On July 29, Iwao Niizawa, the fifth-generation president of Niizawa Jozoten in Miyagi Prefecture, was one of six brewers to claim prizes at the 2016 Sake Competition awards ceremony that took place at the Grand Hyatt Hotel in Tokyo. His Atago no Matsu Tokubetsu Junmai topped the list in the contest’s junmai-shu division, which covers sake made without the addition of distilled alcohol.
Niizawa, whose brewery was destroyed in the 2011 Great East Japan Earthquake, expressed heartfelt words of appreciation as he accepted his award.
“We were in danger of going out of business, but thanks to the support of so many people, we were able to continue brewing. I have never forgotten my sense of gratitude, and I feel like this is an acknowledgement of the hard work we put into making sake,” he said.
Now in its fifth year, the Sake Competition, which is organized by a committee led by retailer Hasegawa Saketen, featured 415 breweries — including six from the United States, Canada and Norway that were invited to participate for the first time. The contest received a record high of 1,483 entries, all of which can be purchased by consumers.
Consumer-facing sake competitions have been growing along with an increased interest in the beverage — particularly among drinkers overseas. The Finance Ministry reported that exports of sake have been rising since 2006, reaching a new high of 18,180 kiloliters with a sales value of ¥14 billion. Sake competitions serve as a guide for consumers — many of whom are new to the drink — offering examples of outstanding brews that have been vetted by industry professionals in a blind tasting.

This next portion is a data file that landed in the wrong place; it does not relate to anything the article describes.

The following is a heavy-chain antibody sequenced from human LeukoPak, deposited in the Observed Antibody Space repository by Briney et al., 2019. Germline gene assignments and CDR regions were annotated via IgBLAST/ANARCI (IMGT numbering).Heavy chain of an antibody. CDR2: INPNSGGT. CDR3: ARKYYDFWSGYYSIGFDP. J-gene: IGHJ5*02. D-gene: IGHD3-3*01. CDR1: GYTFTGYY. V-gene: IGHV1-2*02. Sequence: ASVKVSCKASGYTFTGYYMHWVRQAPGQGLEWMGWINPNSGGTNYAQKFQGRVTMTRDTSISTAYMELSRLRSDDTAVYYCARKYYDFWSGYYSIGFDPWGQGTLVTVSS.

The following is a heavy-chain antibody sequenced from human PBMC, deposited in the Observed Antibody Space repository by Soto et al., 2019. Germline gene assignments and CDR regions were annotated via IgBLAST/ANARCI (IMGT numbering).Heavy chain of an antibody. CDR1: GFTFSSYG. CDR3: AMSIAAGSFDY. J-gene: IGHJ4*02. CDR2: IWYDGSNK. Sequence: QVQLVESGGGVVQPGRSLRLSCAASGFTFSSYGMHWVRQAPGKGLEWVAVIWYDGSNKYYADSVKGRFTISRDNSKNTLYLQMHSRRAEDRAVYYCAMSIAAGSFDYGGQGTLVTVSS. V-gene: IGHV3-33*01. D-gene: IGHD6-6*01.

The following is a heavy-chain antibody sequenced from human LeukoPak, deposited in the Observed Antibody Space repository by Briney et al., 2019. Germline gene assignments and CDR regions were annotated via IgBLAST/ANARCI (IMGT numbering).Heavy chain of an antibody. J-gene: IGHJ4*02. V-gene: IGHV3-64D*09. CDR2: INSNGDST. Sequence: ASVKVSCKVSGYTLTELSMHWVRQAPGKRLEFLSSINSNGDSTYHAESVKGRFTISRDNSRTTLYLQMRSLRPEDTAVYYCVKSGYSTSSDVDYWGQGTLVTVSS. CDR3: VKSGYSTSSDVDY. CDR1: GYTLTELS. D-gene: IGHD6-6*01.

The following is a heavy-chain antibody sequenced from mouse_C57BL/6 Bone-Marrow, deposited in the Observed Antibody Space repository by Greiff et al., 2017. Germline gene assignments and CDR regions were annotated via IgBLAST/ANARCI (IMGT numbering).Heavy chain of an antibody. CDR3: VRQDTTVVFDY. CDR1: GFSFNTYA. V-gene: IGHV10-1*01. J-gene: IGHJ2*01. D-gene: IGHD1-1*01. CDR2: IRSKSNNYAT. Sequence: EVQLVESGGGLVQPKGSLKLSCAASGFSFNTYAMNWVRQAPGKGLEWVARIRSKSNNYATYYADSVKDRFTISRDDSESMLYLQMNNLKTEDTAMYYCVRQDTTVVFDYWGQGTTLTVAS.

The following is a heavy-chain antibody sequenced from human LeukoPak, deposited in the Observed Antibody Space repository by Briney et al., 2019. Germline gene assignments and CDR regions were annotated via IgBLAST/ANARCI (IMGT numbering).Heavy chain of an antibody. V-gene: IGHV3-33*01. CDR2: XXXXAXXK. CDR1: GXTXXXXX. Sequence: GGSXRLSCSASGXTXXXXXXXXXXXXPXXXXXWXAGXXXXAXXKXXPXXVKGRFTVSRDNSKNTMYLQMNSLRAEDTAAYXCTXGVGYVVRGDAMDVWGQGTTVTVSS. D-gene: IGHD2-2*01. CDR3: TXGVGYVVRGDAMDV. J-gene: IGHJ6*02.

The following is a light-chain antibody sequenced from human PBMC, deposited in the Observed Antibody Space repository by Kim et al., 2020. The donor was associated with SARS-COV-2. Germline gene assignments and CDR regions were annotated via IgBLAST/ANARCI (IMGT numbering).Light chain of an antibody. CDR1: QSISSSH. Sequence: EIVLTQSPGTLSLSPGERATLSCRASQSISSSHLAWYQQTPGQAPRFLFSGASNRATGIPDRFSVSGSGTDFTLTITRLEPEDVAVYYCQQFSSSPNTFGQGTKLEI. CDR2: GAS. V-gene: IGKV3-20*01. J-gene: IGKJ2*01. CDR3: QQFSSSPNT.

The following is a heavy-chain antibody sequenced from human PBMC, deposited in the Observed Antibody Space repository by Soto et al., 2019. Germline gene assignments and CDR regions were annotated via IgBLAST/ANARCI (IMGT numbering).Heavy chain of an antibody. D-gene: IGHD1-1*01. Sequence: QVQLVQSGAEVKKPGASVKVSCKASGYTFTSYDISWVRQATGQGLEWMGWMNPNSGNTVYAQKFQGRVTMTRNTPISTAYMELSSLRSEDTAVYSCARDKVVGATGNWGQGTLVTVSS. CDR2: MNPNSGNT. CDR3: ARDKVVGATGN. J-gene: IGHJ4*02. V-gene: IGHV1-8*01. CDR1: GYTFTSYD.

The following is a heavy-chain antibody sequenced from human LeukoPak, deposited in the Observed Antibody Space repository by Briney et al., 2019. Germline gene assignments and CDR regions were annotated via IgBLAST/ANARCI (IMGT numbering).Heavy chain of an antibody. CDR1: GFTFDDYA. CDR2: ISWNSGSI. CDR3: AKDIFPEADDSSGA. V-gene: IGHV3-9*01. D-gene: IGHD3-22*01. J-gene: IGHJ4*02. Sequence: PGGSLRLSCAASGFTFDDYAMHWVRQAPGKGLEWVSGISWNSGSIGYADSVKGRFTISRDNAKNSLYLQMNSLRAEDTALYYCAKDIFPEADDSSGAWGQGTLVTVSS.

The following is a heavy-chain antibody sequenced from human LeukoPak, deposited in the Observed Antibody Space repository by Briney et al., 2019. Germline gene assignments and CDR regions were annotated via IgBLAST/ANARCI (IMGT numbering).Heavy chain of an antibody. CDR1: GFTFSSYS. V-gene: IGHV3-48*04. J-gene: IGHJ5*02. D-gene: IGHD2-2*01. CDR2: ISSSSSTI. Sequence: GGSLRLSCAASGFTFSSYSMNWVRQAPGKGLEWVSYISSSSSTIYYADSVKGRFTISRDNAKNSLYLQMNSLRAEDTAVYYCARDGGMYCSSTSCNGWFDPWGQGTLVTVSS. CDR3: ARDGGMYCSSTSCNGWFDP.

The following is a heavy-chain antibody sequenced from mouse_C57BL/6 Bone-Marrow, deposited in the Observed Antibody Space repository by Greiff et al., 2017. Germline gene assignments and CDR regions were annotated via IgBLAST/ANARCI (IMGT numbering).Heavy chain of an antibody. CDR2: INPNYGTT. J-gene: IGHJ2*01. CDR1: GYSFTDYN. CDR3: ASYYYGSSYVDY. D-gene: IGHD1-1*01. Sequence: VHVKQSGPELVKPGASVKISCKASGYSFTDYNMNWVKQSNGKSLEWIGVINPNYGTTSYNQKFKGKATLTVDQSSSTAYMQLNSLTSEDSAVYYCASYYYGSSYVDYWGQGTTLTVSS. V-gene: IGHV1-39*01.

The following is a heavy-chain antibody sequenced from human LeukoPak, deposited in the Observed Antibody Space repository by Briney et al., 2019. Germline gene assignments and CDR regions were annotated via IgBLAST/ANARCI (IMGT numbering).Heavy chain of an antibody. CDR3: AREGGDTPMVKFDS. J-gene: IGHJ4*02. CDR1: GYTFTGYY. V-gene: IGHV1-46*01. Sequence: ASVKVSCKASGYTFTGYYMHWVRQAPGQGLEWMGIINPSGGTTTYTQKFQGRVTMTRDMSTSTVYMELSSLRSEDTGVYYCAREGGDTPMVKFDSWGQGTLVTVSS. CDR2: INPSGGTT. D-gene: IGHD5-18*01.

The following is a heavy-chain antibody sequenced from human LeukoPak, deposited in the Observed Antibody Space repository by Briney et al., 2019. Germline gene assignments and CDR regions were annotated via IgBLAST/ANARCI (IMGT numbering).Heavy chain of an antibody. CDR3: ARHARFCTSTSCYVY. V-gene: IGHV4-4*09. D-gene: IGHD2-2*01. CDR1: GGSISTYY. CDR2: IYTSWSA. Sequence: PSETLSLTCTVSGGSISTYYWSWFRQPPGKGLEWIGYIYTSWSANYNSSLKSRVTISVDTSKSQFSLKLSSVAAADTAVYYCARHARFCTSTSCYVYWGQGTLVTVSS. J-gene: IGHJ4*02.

The first major contest to engage an international audience was the U.S. National Sake Appraisal, which was launched in 2001 by Kokusai Sake Kai, a nonprofit organization based in Hawaii. Last month, the appraisal drew 480 entries, the largest number in the contest’s history. The sake division of the London-based International Wine Challenge (IWC) also saw a surge in contestants, receiving 1,282 entries this year. Although the sake assessment is typically conducted in London, IWC organizers brought the event to Hyogo Prefecture to celebrate the competition’s 10th anniversary in May.
The competitions are distinguished by differences in evaluation procedure. At the IWC, where I have participated as a judge, analysis is done in panels and discussion is encouraged, while scoring at the U.S. National Appraisal and Sake Competition is done individually. To gain more perspective on sake and food pairing, this year’s Sake Competition included judges outside of the industry such as chef Fumio Yonezawa, of Jean-Georges Tokyo, and bartender Gen Yamamoto. A common feature of all of the events is a mixed judging panel of Japanese and non-Japanese experts, which results in choices that appeal to an international audience.
“All of the contests have good points,” observes Chris Johnson, who has judged for the U.S. National Sake Appraisal and IWC sake division. “It’s great to have different points of view that can help people discover new brands.”